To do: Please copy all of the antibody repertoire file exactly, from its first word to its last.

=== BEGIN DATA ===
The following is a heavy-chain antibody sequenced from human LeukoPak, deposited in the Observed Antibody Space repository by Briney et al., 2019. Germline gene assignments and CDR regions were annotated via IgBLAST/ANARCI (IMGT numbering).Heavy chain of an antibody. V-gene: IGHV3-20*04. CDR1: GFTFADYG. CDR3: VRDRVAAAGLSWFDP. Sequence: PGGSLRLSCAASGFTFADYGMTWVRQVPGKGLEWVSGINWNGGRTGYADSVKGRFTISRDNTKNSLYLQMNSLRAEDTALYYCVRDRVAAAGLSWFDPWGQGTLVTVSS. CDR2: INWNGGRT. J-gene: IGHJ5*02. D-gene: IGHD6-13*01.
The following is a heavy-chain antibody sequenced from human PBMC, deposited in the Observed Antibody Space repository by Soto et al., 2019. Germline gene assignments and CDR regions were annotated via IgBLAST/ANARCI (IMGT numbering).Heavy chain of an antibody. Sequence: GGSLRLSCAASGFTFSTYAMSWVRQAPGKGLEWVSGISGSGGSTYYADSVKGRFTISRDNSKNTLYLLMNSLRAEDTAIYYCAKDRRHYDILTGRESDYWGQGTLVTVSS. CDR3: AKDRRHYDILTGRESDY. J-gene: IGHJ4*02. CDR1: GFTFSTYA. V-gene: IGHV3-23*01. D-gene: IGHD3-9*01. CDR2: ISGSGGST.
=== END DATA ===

The following is a heavy-chain antibody sequenced from human LeukoPak, deposited in the Observed Antibody Space repository by Briney et al., 2019. Germline gene assignments and CDR regions were annotated via IgBLAST/ANARCI (IMGT numbering).Heavy chain of an antibody. V-gene: IGHV3-20*04. CDR1: GFTFADYG. CDR3: VRDRVAAAGLSWFDP. Sequence: PGGSLRLSCAASGFTFADYGMTWVRQVPGKGLEWVSGINWNGGRTGYADSVKGRFTISRDNTKNSLYLQMNSLRAEDTALYYCVRDRVAAAGLSWFDPWGQGTLVTVSS. CDR2: INWNGGRT. J-gene: IGHJ5*02. D-gene: IGHD6-13*01.
The following is a heavy-chain antibody sequenced from human PBMC, deposited in the Observed Antibody Space repository by Soto et al., 2019. Germline gene assignments and CDR regions were annotated via IgBLAST/ANARCI (IMGT numbering).Heavy chain of an antibody. Sequence: GGSLRLSCAASGFTFSTYAMSWVRQAPGKGLEWVSGISGSGGSTYYADSVKGRFTISRDNSKNTLYLLMNSLRAEDTAIYYCAKDRRHYDILTGRESDYWGQGTLVTVSS. CDR3: AKDRRHYDILTGRESDY. J-gene: IGHJ4*02. CDR1: GFTFSTYA. V-gene: IGHV3-23*01. D-gene: IGHD3-9*01. CDR2: ISGSGGST.